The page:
I talked a lot about Die Another Day’s failures in my previous post, but there’s one major thing I didn’t mention at the time. While that movie chased early 2000’s action movie trends of being stylish, over the top and full of slow motion effects, a sleeper hit released earlier that year that completely changed the overall direction of action movies. It’s a direction that is still affecting action movies today. Enter The Bourne Identity, released more than 5 months before Die Another Day.
The Bourne Identity chose raw, brutal fight scenes over big set pieces and clearly choreographed brawls. It chose to force title character Jason Bourne to think his way through every situation, instead of Bond just shooting his way out or acting like a child in a fencing club. That said, it also popularized a style of cinematography that plagued action movies for more than 10 years – a cinematography style that tends to make people dizzy more than it excites. I’m talking about the shaky cam. I’ll be talking more about the shaky cam in the next 007 blog post, but for now, let’s talk about the hard James Bond reboot.
But first, let’s talk about the somewhat confusing backstory behind the rights to the Casino Royale story. As much as this is the last Eon productions Bond movie to be directly based on one of Ian Fleming’s novels, Casino Royale is actually the first book in the James Bond series. Way back in 1960, producer Charles K. Feldman acquired the film rights for the movie, and tried to get Casino Royale made as an Eon Productions Bond film. However, Feldman and Eon producers Albert R. Broccoli and Harry Saltzman couldn’t come to a deal. Eventually, Feldman decided to make the movie on his own. Believing that he couldn’t compete with the main Bond series, he instead produced the film as a satire.
1967’s Casino Royale released two months before You Only Live Twice, through Columbia Pictures. In that movie, Bond was a retired British Spy instead of the rookie in the books. The enemy, SMERSH, is eliminating agents for some sort of KGB operation. The movie stars such legends as David Niven, Peter Sellers, Ursula Andress (also appeared in Dr. No), Woody Allen (playing Bond’s nephew), Orson Welles as La Chiffre (yes, Citizen Kane director Orson Welles), and even uncredited roles from Peter O’Toole and British Formula 1 racer Stirling Moss. The movie received mixed reception, but it’s got its fans. I hope to do an unofficial Bond movie month some time, and this would definitely be included in that.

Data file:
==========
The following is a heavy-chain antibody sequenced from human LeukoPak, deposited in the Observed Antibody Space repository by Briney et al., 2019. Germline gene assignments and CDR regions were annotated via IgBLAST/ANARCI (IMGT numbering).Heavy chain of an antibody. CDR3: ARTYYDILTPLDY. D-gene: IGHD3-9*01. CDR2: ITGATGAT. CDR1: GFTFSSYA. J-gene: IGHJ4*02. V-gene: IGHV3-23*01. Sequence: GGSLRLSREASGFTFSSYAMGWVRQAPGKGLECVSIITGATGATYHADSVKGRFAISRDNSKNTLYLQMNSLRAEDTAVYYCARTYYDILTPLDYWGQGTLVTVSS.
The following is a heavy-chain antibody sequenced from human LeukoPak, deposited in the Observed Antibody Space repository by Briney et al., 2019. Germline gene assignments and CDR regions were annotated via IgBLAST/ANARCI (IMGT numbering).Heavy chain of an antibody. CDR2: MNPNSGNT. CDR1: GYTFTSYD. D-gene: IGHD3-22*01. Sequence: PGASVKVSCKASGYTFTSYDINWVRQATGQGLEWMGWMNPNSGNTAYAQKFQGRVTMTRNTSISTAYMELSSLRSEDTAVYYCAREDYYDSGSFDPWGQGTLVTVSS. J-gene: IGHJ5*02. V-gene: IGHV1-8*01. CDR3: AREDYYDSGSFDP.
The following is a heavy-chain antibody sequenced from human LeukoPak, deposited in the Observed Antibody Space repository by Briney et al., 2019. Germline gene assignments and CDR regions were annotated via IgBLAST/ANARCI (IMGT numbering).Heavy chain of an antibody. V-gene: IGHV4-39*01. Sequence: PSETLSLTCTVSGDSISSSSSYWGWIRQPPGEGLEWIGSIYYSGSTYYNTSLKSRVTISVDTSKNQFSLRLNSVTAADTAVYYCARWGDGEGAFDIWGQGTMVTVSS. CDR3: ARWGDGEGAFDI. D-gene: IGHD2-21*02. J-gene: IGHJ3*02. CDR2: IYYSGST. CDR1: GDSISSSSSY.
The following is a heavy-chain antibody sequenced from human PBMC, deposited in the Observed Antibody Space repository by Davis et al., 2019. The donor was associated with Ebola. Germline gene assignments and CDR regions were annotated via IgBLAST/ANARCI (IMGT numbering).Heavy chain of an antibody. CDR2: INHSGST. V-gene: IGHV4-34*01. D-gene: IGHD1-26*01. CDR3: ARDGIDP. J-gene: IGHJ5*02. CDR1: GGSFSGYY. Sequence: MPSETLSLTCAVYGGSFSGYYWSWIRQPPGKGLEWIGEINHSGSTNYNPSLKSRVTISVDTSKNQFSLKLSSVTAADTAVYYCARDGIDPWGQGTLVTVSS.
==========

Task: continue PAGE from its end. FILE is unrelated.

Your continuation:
Even though they never produced another Bond movie, Columbia Pictures held onto the Casino Royale rights for years. In 1989, Sony bought Columbia Pictures. Meanwhile, MGM held the film rights to Spider-Man, and at one point considered a Spider-Man movie directed by James Cameron. What happened to that film seems to be a complete mess, so let’s not dwell into that. In 1999, the two companies traded rights. Columbia gave the rights to Casino Royale back to MGM (who owned Eon Productions) in exchange for MGM giving up whatever claims they had on Spider-Man.
Considering Sony bought MGM in 2004, all of that might not have been necessary to begin with.
Anyway, Pierce Brosnan originally signed on for 4 Bond movies, and he fulfilled that contract with Die Another Day. As he was approaching his 50th birthday, and he knew how fans reacted to Roger Moore playing Bond up to the age of 57, he stepped down from the role in 2004. That, and the fact that Eon could produce Casino Royale at last, greatly encouraged them to start fresh.
At one point, co-producer Michael G. Wilson claimed that 200 names were being considered for Bond’s newest star. Several big stars were strongly considered at one point or another. Hugh Jackman was approached at one point, but turned it down due to other commitments. Karl Urban was also considered, but he couldn’t even make the screen test due to commitments. Henry Cavill was in serious contention at one point, but they decided he was too young at 22. I think he could make a decent Bond if they were to hire him today, much like how Roger Moore was too young when they first considered him as the original Bond actor, but he turned out alright when he did take the role.
Daniel Craig stated in one interview he rejected the idea of portraying Bond at first, citing the movies descended into a formula too much. After reading the script, he changed his mind. He read all the Ian Fleming novels to prepare for the part, and even consulted with actual British Secret Service agents for further advice. Craig commented, “Bond has just come out of the service and he’s a killer … There’s a look. These guys walk into a room and very subtly they check the perimeters for an exit. That’s the sort of thing I wanted.”
At the time they announced Daniel Craig as the newest Bond actor, there was a lot of controversy. I remember people calling him “James Blonde”. Websites like “danielcraigisnotbond.com” called for boycotts in protest. Most of his critics went quiet after Casino Royale’s release however. In fact the only criticism I’ve heard of Craig’s performance as Bond since the movie’s release came from a fellow college student in my Journalism program. To me, most of his complaints seemed like personal preference more than Craig’s actual performance.